'Ah, dear Lord!' he was saying to himself. 'How bright and whole the day is for them! If God had suddenly put His hand over the sun, and swallowed us up in a shadow, they could not have been more startled. That man, with his fine, white-flannelled limbs and his dark head, has no suspicion of the shadow that supports it all. Between the blueness of the sea and the sky he passes easy as a gull, close to the fine white seamew of his mate, amid red flowers of flags, and soft birds of ships, and slow-moving monsters of steamboats.
'For me the day is transparent and shrivelling. I can see the darkness through its petals. But for him it is a fresh bell-flower, in which he fumbles with delights like a bee.
'For me, quivering in the interspaces of the atmosphere, is the darkness the same that fills in my soul. I can see death urging itself into life, the shadow supporting the substance. For my life is burning an invisible flame. The glare of the light of myself, as I burn on the fuel of death, is not enough to hide from me the source and the issue. For what is a life but a flame that bursts off the surface of darkness, and tapers into the darkness again? But the death that issues differs from the death that was the source. At least, I shall enrich death with a potent shadow, if I do not enrich life.'
'Wasn't that woman fine!' said Helena.
'So perfectly still,' he answered.
'The child realized nothing,' she said.
Siegmund laughed, then leaned forward impulsively to her.
'I am always so sorry,' he said, 'that the human race is urged inevitably into a deeper and deeper realization of life.'
She looked at him, wondering what provoked such a remark.
'I guess,' she said slowly, after a while, 'that the man, the sailor, will have a bad time. He was abominably careless.'
'He was careful of something else just then,' said Siegmund, who hated to hear her speak in cold condemnation. 'He was attending to the machinery or something.'
'That was scarcely his first business,' said she, rather sarcastic.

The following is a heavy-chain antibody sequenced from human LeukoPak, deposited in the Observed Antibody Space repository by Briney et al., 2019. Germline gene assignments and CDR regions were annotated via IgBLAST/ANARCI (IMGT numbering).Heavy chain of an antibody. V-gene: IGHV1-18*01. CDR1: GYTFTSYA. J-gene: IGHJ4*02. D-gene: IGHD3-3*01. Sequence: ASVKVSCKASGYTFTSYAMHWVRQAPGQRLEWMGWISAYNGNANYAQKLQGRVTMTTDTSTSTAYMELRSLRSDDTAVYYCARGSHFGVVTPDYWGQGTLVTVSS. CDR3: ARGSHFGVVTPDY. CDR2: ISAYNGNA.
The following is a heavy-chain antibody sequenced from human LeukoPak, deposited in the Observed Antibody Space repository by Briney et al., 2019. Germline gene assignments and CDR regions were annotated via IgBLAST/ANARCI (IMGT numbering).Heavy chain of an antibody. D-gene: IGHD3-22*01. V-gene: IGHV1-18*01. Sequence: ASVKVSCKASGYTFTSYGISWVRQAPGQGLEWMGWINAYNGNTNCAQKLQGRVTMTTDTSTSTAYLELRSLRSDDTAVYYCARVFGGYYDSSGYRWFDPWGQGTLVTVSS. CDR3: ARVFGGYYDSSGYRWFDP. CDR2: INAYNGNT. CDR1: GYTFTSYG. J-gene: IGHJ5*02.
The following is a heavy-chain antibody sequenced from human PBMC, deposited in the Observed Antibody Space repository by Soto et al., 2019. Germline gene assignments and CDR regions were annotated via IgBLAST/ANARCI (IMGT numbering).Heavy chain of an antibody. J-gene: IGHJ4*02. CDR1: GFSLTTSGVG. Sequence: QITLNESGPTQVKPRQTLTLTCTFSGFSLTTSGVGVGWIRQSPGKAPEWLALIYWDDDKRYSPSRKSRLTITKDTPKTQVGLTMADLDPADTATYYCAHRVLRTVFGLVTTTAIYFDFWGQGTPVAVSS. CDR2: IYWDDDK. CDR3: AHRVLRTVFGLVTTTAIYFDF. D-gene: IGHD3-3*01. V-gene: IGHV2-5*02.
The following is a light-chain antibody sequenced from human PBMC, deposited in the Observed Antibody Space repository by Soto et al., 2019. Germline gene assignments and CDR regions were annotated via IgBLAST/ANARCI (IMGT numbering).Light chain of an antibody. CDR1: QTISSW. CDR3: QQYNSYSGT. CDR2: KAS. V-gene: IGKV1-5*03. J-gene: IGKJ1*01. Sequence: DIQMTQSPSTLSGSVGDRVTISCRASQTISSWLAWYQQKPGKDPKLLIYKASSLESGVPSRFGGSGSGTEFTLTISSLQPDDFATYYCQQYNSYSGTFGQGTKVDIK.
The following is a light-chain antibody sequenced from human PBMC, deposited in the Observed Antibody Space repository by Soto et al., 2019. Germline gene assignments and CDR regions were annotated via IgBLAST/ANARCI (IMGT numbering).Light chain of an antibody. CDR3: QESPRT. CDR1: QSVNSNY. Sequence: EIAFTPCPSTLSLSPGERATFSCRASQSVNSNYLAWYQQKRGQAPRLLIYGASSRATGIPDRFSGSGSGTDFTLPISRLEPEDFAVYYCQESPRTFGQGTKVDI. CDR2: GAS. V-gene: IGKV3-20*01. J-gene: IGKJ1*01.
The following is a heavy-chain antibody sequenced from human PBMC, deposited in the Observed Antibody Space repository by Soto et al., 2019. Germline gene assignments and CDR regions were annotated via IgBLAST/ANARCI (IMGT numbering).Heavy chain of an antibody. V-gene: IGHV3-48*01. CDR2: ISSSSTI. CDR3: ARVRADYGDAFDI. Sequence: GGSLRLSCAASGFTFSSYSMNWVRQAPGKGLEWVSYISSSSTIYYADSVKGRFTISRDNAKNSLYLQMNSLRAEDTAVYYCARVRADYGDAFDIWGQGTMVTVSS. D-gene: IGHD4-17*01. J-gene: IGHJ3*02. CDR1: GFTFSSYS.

Siegmund looked at her. She seemed very hard in judgement--very blind. Sometimes his soul surged against her in hatred.
'Do you think the man wanted to drown the boat?' he asked.
'He nearly succeeded,' she replied.
There was antagonism between them. Siegmund recognized in Helena the world sitting in judgement, and he hated it. 'But, after all,' he thought, I suppose it is the only way to get along, to judge the event and not the person. I have a disease of sympathy, a vice of exoneration.'
Nevertheless, he did not love Helena as a judge. He thought rather of the woman in the boat. She was evidently one who watched the sources of life, saw it great and impersonal.
'Would the woman cry, or hug and kiss the boy when she got on board?' he asked.
'I rather think not. Why?' she replied.
'I hope she didn't,' he said.
Helena sat watching the water spurt back from the bows. She was very much in love with Siegmund. He was suggestive; he stimulated her. But to her mind he had not her own dark eyes of hesitation; he was swift and proud as the wind. She never realized his helplessness.
Siegmund was gathering strength from the thought of that other woman's courage. If she had so much restraint as not to cry out, or alarm the boy, if she had so much grace not to complain to her husband, surely he himself might refrain from revealing his own fear of Helena, and from lamenting his hard fate.
They sailed on past the chequered round towers. The sea opened, and they looked out to eastward into the sea-space. Siegmund wanted to flee. He yearned to escape down the open ways before him. Yet he knew he would be carried on to London. He watched the sea-ways closing up. The shore came round. The high old houses stood flat on the right hand. The shore swept round in a sickle, reaping them into the harbour. There the old Victory, gay with myriad pointed pennons, was harvested, saved for a trophy.
'It is a dreadful thing,' thought Siegmund, 'to remain as a trophy when there is nothing more to do.' He watched the landing-stages swooping nearer. There were the trains drawn up in readiness. At the other end of the train was London.
He could scarcely bear to have Helena before him for another two hours. The suspense of that protracted farewell, while he sat opposite her in the beating train, would cost too much. He longed to be released from her.
They had got their luggage, and were standing at the foot of the ladder, in the heat of the engines and the smell of hot oil, waiting for the crowd to pass on, so that they might ascend and step off the ship on to the mainland.
'Won't you let me go by the South-Western, and you by the Brighton?' asked Siegmund, hesitating, repeating the morning's question.
Helena looked at him, knitting her brows with misgiving and perplexity.
'No,' she replied. 'Let us go together.'
Siegmund followed her up the iron ladder to the quay.
There was no great crowd on the train. They easily found a second-class compartment without occupants. He swung the luggage on the rack and sat down, facing Helena.